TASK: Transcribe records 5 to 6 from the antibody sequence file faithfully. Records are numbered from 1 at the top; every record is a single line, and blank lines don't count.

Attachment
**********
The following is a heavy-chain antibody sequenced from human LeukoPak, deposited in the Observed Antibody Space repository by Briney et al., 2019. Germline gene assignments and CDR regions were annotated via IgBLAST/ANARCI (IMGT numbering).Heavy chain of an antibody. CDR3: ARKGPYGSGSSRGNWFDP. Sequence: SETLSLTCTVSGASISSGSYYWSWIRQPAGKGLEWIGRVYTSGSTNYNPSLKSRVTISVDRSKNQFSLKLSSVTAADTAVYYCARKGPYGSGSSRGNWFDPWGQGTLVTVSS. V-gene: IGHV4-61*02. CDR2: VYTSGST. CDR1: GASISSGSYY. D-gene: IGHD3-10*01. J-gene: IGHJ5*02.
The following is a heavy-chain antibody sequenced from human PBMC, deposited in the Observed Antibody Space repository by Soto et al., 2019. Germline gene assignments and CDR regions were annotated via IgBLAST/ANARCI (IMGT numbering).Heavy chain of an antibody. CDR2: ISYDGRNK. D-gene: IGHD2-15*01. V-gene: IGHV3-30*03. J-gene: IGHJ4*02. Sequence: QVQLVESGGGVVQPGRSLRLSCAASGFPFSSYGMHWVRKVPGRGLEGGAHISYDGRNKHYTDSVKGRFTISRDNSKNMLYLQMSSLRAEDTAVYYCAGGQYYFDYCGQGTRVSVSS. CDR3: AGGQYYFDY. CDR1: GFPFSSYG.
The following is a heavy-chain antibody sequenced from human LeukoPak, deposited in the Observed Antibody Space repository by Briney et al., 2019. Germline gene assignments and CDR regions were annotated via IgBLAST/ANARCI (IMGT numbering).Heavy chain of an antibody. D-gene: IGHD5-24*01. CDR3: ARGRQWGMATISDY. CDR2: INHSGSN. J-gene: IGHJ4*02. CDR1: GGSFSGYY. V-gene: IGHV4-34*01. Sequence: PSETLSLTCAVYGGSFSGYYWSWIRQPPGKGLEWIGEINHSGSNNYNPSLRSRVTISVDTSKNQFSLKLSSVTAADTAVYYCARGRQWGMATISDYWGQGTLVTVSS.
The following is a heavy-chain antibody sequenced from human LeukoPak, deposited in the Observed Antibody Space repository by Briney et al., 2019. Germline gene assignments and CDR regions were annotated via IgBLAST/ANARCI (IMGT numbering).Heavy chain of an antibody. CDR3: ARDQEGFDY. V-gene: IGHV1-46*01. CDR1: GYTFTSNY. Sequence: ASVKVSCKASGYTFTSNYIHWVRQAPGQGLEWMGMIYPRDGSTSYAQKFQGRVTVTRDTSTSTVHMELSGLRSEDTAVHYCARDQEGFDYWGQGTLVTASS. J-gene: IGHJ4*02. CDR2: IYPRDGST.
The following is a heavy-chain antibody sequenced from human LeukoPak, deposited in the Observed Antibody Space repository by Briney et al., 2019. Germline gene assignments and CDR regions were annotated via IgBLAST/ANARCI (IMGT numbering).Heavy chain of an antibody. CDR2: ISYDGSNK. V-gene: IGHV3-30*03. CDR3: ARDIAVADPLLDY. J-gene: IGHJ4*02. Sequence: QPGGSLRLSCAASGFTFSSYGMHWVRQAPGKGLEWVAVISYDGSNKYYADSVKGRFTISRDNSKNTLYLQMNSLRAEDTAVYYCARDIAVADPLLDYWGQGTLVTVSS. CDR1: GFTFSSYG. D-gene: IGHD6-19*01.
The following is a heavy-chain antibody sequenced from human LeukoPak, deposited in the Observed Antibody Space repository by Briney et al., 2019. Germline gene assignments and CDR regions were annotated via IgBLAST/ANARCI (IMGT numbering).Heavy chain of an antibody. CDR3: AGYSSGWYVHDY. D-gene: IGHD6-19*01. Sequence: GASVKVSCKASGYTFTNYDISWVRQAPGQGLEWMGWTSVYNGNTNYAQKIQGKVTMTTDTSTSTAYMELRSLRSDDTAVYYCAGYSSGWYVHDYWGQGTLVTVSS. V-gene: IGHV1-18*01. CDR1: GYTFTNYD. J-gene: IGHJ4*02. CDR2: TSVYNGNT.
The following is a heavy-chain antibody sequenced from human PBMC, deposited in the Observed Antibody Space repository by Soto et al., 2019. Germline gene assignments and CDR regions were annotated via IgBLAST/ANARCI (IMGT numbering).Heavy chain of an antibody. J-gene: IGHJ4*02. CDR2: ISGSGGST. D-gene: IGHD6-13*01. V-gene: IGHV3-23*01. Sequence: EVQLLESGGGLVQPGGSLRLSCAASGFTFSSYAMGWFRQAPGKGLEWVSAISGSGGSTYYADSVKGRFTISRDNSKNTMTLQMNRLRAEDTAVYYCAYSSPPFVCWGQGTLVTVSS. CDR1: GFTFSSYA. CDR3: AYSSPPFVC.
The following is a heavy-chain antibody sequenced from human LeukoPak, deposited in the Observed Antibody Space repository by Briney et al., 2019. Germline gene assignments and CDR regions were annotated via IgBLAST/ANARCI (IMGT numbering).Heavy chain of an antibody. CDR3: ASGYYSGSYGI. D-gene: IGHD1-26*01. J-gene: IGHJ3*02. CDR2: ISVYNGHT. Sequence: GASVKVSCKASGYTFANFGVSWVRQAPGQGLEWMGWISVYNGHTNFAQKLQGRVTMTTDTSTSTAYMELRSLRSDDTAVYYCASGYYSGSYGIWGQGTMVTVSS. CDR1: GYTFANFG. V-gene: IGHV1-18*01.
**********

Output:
The following is a heavy-chain antibody sequenced from human LeukoPak, deposited in the Observed Antibody Space repository by Briney et al., 2019. Germline gene assignments and CDR regions were annotated via IgBLAST/ANARCI (IMGT numbering).Heavy chain of an antibody. CDR2: ISYDGSNK. V-gene: IGHV3-30*03. CDR3: ARDIAVADPLLDY. J-gene: IGHJ4*02. Sequence: QPGGSLRLSCAASGFTFSSYGMHWVRQAPGKGLEWVAVISYDGSNKYYADSVKGRFTISRDNSKNTLYLQMNSLRAEDTAVYYCARDIAVADPLLDYWGQGTLVTVSS. CDR1: GFTFSSYG. D-gene: IGHD6-19*01.
The following is a heavy-chain antibody sequenced from human LeukoPak, deposited in the Observed Antibody Space repository by Briney et al., 2019. Germline gene assignments and CDR regions were annotated via IgBLAST/ANARCI (IMGT numbering).Heavy chain of an antibody. CDR3: AGYSSGWYVHDY. D-gene: IGHD6-19*01. Sequence: GASVKVSCKASGYTFTNYDISWVRQAPGQGLEWMGWTSVYNGNTNYAQKIQGKVTMTTDTSTSTAYMELRSLRSDDTAVYYCAGYSSGWYVHDYWGQGTLVTVSS. V-gene: IGHV1-18*01. CDR1: GYTFTNYD. J-gene: IGHJ4*02. CDR2: TSVYNGNT.